Follow this advice on copyright and licensing to ensure that your association’s videos don’t pose legal risks.
Video can be a great tool for recruiting members or promoting association events. But careless video production can result in legal issues.
"There are a number of cases where associations or other nonprofit organizations have been found liable for copyright infringement," says Jefferson Glassie, a partner at law firm Pillsbury Winthrop Shaw Pittman. Of course, association staff want to comply with the law. But it's possible to move forward with a video project without realizing all the legal implications and inadvertently finding yourself in hot water.
Before taking your videos live, keep in mind these tips:
Obtain permission to use music. Yes, you even need permission to use the music played in the background of your video slideshow. "While there is a doctrine of fair use that may be applicable to the use of some copyrighted works, it is always better to obtain permission to ensure compliance with the law," Glassie says. "The fair-use doctrine is very vague and uncertain, and associations have been found liable for failure to comply in the past."
Ask speakers to sign releases. If you plan to videotape sessions at your annual meeting or other event, ask speakers in advance to sign a release giving your organization permission to record them, both on audio and video. Make sure any questions of copyright and compensation are worked out to the satisfaction of both your speaker and your association. "Failure to [obtain a speaker release] could give the speaker a legal cause of action or permit them to seek compensation from any sales or distribution of the video," Glassie says.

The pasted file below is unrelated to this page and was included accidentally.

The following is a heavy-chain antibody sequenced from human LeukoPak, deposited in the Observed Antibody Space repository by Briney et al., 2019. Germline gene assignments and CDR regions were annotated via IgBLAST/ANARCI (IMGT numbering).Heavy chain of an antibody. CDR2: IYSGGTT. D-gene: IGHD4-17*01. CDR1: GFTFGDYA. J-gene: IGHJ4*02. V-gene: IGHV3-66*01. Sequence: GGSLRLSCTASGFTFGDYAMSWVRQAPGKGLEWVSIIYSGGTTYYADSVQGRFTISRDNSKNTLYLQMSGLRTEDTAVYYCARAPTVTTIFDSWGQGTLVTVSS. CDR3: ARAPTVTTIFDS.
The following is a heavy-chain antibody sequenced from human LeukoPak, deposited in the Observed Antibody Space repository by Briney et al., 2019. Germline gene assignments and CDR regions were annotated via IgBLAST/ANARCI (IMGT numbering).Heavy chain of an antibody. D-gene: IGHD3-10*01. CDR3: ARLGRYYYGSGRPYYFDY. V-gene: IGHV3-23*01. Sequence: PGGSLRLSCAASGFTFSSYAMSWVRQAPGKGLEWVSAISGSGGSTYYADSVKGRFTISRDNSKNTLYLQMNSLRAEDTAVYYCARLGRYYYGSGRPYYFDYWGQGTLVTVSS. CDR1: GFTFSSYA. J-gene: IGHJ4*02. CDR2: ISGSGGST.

Don't forget volunteers. Anybody who has a role in producing or appearing in the video should provide permission by signing a release, even if he or she is a volunteer for your organization. "Ideally, the association should obtain the appropriate approvals or licenses from everyone associated with the video production, from the actors or speakers to the production company, to the musicians or songwriters, to ensure compliance with the copyright law," Glassie says. "There are a number of cases where associations or other nonprofit organizations have been found liable for copyright infringement, such as for unauthorized use of photographs taken by a volunteer."
Nancy Mann Jackson is a freelance writer in Birmingham, Alabama. Email: [email protected]